Putin's planned visit this week would have been the perfect opportunity to officially begin building bridges with Pakistan. He was to have attended the regular quadrilateral meeting on Afghanistan, which includes the leaders of Russia, Tajikistan, Afghanistan, and Pakistan. Previous summits, held in various regional capitals, were always attended by then-President Dmitry Medvedev, who has met with Mr. Zardari six times in the past three years – though never in Pakistan.

Uncertainty why Putin canceled

Russian experts say they are at a loss to explain why Putin ducked out of the meeting, a move that seems to have seriously set back Moscow's timetable and led to a wave of injured feelings and perplexed speculation in the Pakistani media.

"One possible explanation is that Putin is a very specific guy, who feels like he can write his own rules and do things his own way," says Sergei Strokan, foreign-affairs columnist for the Moscow daily Kommersant. He points out that Putin last May refused to attend a summit of the Group of Eight advanced countries, despite the fact that President Obama had specifically moved the meeting's venue to accommodate him. Putin never offered any more detailed explanation other than that he was "too busy."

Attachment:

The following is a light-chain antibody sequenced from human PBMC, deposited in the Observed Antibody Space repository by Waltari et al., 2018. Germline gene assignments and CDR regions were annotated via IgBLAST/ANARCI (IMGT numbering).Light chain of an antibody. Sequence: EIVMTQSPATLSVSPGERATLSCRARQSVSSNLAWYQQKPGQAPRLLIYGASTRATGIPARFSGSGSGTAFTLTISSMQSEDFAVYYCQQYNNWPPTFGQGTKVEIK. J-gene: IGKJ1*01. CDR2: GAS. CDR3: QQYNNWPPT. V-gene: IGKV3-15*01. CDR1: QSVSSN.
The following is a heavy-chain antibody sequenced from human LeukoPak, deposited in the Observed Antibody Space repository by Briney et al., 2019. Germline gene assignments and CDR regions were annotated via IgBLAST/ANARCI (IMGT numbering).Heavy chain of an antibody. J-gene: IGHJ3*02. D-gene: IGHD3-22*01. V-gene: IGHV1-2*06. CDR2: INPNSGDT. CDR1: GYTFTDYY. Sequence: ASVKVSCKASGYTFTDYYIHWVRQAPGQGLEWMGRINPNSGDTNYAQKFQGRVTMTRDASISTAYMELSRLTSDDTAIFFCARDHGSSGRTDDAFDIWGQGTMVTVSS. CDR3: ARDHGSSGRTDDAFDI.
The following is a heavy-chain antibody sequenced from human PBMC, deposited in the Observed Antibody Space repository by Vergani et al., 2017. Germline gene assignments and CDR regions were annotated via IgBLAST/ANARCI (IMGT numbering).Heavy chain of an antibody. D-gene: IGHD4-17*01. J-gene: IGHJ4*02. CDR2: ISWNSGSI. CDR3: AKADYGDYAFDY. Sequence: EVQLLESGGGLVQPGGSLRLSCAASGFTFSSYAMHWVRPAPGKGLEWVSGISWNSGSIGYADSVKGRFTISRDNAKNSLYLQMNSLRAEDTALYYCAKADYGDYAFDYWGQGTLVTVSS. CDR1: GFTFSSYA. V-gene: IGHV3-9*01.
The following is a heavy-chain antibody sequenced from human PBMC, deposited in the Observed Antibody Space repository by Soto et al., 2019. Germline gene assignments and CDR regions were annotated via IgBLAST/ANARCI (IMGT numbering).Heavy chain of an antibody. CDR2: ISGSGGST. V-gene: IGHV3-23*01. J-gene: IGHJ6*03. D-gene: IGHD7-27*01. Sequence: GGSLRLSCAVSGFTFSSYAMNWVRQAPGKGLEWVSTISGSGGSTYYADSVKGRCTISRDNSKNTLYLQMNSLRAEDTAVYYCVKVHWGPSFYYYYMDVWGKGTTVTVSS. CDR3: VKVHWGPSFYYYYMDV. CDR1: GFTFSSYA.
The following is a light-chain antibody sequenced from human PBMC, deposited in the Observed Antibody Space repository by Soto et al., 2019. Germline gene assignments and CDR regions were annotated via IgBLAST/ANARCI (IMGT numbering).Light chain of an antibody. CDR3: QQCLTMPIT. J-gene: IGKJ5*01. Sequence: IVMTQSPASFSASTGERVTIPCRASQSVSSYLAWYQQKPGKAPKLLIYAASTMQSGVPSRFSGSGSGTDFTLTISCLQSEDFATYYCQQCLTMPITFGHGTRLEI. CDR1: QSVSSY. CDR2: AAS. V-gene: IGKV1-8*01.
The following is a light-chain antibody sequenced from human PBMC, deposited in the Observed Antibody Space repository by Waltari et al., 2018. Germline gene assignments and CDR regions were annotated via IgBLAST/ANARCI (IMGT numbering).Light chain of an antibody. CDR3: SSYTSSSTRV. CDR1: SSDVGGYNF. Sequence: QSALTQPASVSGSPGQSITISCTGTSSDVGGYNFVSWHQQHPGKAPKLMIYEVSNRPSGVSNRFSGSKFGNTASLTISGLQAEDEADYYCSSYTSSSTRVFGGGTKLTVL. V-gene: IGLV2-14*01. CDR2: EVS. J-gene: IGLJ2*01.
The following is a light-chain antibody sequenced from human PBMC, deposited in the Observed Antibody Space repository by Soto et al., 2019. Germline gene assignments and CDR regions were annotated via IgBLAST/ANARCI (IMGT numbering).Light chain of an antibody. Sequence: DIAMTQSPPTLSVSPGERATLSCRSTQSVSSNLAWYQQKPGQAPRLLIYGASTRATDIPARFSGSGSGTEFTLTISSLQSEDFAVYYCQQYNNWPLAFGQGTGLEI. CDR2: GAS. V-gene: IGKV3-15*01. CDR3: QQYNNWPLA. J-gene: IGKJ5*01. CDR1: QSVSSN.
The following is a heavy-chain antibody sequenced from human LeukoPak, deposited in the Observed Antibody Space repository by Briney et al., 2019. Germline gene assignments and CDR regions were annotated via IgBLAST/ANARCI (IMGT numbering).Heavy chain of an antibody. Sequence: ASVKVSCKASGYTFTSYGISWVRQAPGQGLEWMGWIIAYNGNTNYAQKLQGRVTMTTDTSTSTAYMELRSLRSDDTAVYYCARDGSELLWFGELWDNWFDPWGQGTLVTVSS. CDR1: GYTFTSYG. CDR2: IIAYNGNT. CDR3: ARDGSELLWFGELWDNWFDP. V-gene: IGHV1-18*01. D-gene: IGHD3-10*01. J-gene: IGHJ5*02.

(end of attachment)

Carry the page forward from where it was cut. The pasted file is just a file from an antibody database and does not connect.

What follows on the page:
"So far there is no clear statement from the Kremlin as to when, if ever, the visit will take place. It's hard to see what's going on here, but the fact that Lavrov has gone to Pakistan suggests that there is a strong feeling in Moscow that if we miss the chance to develop stronger relations with Pakistan now, we may pay for it with deep complications down the road," Mr. Strokan adds.

Pipeline politics?

Some experts suggest that pipeline politics may lie at the root of the mystery. Russia's powerful state-run natural gas monopoly, Gazprom, is seen as deeply involved in plans to export Iranian, Russian, and Central Asian gas to the lucrative markets of South Asia via two projects that are currently on the drawing boards. First, the Iran-Pakistan-India (IPI) pipeline, which analysts say Gazprom has a strong interest in, has apparently been stalled by Pakistan due to US objections. Second, the Tajikistan-Afghanistan-Pakistan-India (TAPI) pipeline, which experts say Gazprom wants to build and own, may also be an unresolved issue between Moscow and Islamabad.

"There is a lot of talk behind the scenes about these pipelines, and it's obvious that interests are lining up. It may be a hidden explanation for the confused diplomacy we're seeing at the moment," says Strokan. "But everything will depend upon regional stability. You can't build pipelines through Afghanistan if there isn't reliable security there."

Experts say that time may be running out to find some kind of regional formula to handle the worst-case scenario for post-NATO Afghanistan that Moscow seems to believe in.

"From the moment NATO troops are partially withdrawn from Afghanistan, Russia wants that country to be controllable," says Alexander Konovalov, president of the independent Institute of Strategic Assessments in Moscow.

"The fear in Moscow is that radical Islamism will spread, drug trafficking with explode, and Russia will be left to pick up the pieces. We know there's no hope for stability there without Pakistan's active participation, and we need to be talking seriously with them," he adds.